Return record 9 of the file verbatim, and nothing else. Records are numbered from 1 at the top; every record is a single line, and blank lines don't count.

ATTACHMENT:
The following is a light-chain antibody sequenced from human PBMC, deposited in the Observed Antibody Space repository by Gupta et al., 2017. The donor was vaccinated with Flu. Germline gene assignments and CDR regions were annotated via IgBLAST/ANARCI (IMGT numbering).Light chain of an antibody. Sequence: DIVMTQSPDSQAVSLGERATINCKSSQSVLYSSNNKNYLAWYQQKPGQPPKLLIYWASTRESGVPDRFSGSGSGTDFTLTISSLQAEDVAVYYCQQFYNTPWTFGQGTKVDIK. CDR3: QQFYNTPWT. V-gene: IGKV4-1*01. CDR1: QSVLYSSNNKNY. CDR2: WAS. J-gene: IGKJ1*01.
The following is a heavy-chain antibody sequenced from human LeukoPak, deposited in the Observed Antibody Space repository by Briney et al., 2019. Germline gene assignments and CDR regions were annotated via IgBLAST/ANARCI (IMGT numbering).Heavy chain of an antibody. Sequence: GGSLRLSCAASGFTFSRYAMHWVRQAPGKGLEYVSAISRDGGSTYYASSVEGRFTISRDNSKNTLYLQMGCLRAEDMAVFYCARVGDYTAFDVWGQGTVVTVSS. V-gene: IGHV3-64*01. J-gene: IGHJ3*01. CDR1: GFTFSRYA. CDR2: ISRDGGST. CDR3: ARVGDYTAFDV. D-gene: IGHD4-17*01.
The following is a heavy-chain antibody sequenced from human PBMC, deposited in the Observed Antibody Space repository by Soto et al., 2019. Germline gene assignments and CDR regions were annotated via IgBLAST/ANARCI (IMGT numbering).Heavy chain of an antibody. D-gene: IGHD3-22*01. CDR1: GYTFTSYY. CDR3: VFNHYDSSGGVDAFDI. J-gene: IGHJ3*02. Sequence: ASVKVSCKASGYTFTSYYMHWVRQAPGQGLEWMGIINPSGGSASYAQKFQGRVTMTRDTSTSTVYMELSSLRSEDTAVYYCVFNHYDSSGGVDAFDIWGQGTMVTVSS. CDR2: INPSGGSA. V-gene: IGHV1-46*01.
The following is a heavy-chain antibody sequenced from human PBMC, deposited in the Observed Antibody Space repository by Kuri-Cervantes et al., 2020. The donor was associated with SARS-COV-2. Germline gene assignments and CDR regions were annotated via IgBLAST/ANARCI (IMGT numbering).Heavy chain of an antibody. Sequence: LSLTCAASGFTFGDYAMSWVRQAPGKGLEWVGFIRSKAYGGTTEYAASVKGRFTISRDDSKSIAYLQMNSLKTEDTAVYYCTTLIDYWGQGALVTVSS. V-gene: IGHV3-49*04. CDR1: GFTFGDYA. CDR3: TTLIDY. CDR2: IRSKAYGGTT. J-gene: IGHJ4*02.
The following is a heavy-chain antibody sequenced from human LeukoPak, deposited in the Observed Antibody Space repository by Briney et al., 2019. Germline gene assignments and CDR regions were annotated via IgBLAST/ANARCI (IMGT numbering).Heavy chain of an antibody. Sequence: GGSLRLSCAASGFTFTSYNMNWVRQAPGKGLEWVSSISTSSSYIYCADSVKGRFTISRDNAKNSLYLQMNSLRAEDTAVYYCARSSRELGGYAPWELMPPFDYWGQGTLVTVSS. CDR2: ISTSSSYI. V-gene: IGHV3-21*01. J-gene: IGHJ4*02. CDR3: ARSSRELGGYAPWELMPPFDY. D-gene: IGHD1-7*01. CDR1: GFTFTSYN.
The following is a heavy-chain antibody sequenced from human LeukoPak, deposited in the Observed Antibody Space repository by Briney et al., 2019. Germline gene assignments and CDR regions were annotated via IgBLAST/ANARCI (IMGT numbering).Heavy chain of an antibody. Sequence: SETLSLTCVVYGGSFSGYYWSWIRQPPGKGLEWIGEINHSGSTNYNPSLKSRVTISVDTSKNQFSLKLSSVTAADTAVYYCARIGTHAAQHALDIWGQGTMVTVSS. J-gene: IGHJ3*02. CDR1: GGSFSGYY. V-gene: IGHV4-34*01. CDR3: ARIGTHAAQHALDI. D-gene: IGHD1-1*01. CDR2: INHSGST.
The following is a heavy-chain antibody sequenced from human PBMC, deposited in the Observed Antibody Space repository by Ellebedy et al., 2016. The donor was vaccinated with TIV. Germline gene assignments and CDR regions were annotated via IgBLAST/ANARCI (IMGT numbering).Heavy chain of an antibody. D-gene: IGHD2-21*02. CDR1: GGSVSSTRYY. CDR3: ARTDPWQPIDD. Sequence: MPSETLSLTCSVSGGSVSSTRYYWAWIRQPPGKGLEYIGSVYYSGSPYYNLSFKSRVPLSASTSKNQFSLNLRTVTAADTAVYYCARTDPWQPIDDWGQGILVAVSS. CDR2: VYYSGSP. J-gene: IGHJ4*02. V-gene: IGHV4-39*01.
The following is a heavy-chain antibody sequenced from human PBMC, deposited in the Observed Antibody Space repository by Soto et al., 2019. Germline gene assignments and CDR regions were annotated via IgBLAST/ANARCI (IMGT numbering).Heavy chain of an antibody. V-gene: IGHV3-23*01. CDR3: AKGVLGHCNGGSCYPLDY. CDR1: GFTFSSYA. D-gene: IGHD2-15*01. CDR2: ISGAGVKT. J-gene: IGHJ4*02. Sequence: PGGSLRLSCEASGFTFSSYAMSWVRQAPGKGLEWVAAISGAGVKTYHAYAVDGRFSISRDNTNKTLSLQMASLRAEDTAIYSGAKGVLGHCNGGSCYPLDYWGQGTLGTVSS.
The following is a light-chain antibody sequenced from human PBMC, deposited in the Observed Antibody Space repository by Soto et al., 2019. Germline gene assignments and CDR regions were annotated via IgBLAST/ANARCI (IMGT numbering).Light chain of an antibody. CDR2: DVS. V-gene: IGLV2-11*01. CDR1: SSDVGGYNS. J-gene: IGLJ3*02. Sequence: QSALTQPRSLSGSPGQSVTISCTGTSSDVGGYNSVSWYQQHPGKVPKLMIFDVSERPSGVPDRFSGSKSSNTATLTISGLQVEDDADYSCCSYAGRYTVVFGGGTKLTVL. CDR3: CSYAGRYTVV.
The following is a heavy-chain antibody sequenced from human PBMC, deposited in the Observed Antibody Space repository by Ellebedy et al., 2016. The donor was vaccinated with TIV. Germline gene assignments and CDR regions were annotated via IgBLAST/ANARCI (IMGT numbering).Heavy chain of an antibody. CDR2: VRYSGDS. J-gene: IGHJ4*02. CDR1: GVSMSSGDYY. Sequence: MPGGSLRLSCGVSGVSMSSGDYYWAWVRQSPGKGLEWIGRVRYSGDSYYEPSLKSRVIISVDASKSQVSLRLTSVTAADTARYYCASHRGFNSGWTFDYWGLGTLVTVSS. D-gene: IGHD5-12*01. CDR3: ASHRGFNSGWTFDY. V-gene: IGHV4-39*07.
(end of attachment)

The following is a light-chain antibody sequenced from human PBMC, deposited in the Observed Antibody Space repository by Soto et al., 2019. Germline gene assignments and CDR regions were annotated via IgBLAST/ANARCI (IMGT numbering).Light chain of an antibody. CDR2: DVS. V-gene: IGLV2-11*01. CDR1: SSDVGGYNS. J-gene: IGLJ3*02. Sequence: QSALTQPRSLSGSPGQSVTISCTGTSSDVGGYNSVSWYQQHPGKVPKLMIFDVSERPSGVPDRFSGSKSSNTATLTISGLQVEDDADYSCCSYAGRYTVVFGGGTKLTVL. CDR3: CSYAGRYTVV.